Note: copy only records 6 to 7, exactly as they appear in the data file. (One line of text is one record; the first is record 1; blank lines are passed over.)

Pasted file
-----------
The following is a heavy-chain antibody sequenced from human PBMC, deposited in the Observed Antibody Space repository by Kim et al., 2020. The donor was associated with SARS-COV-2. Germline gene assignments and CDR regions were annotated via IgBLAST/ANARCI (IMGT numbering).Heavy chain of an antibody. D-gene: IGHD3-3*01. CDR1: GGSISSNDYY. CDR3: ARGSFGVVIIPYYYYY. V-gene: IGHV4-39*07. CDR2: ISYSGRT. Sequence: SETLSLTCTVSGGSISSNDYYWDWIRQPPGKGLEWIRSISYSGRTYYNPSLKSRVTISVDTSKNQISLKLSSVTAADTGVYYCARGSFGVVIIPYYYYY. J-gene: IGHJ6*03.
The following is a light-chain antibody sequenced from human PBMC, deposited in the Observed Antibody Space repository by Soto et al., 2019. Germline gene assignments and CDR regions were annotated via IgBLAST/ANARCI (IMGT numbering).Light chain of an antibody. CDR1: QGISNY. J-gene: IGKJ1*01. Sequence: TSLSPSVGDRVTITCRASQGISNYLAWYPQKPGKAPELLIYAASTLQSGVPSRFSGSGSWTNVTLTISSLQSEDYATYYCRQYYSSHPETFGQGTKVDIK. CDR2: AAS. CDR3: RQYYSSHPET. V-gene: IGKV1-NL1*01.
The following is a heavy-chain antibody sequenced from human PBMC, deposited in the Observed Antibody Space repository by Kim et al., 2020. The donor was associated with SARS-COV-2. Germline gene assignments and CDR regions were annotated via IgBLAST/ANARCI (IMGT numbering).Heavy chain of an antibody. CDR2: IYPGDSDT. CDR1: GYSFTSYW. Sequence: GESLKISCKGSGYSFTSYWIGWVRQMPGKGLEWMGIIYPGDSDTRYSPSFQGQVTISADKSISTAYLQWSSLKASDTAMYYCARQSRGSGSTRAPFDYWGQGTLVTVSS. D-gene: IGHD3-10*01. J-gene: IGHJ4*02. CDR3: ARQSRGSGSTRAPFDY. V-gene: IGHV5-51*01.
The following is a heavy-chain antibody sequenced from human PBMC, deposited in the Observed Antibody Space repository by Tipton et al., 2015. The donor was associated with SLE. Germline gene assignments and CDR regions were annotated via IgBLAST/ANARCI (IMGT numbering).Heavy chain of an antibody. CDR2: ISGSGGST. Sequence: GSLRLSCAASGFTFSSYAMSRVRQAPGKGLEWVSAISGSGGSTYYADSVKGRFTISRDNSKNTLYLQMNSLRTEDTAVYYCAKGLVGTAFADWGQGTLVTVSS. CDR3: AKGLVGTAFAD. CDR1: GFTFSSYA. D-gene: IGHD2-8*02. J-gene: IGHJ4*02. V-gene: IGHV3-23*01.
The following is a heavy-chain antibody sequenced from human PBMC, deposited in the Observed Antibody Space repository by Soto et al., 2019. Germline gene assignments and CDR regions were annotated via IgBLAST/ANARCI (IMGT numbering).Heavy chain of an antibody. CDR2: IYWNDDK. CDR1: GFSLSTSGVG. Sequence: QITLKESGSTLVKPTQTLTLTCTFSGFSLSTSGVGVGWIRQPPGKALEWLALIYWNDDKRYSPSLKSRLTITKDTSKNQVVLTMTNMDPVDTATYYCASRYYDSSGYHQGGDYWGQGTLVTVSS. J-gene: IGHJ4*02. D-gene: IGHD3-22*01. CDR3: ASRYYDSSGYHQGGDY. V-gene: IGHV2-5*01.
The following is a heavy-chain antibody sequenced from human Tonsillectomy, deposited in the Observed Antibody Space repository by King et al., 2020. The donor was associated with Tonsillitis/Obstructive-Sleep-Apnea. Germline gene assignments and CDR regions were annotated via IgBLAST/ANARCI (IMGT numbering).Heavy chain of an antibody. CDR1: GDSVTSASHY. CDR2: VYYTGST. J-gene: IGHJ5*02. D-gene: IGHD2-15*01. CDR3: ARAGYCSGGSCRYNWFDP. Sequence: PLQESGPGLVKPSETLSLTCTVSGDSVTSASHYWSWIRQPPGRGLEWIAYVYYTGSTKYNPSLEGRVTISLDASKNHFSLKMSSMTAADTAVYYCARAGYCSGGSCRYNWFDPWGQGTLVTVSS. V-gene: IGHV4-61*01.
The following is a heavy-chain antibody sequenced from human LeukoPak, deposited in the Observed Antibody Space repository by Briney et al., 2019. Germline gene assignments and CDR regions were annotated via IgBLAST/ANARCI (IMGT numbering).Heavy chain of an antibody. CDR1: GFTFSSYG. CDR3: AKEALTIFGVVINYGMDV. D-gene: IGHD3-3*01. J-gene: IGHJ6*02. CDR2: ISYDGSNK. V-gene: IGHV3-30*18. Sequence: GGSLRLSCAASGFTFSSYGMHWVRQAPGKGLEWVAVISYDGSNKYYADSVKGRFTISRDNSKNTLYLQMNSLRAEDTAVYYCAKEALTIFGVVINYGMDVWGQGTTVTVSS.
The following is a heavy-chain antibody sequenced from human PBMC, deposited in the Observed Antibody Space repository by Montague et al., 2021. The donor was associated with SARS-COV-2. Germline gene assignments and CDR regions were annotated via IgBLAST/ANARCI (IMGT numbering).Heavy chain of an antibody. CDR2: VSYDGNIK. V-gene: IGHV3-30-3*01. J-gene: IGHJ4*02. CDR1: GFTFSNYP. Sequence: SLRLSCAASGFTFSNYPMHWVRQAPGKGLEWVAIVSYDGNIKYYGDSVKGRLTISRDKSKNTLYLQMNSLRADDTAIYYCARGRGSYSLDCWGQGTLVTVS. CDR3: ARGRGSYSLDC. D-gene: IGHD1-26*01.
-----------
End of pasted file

The following is a heavy-chain antibody sequenced from human Tonsillectomy, deposited in the Observed Antibody Space repository by King et al., 2020. The donor was associated with Tonsillitis/Obstructive-Sleep-Apnea. Germline gene assignments and CDR regions were annotated via IgBLAST/ANARCI (IMGT numbering).Heavy chain of an antibody. CDR1: GDSVTSASHY. CDR2: VYYTGST. J-gene: IGHJ5*02. D-gene: IGHD2-15*01. CDR3: ARAGYCSGGSCRYNWFDP. Sequence: PLQESGPGLVKPSETLSLTCTVSGDSVTSASHYWSWIRQPPGRGLEWIAYVYYTGSTKYNPSLEGRVTISLDASKNHFSLKMSSMTAADTAVYYCARAGYCSGGSCRYNWFDPWGQGTLVTVSS. V-gene: IGHV4-61*01.
The following is a heavy-chain antibody sequenced from human LeukoPak, deposited in the Observed Antibody Space repository by Briney et al., 2019. Germline gene assignments and CDR regions were annotated via IgBLAST/ANARCI (IMGT numbering).Heavy chain of an antibody. CDR1: GFTFSSYG. CDR3: AKEALTIFGVVINYGMDV. D-gene: IGHD3-3*01. J-gene: IGHJ6*02. CDR2: ISYDGSNK. V-gene: IGHV3-30*18. Sequence: GGSLRLSCAASGFTFSSYGMHWVRQAPGKGLEWVAVISYDGSNKYYADSVKGRFTISRDNSKNTLYLQMNSLRAEDTAVYYCAKEALTIFGVVINYGMDVWGQGTTVTVSS.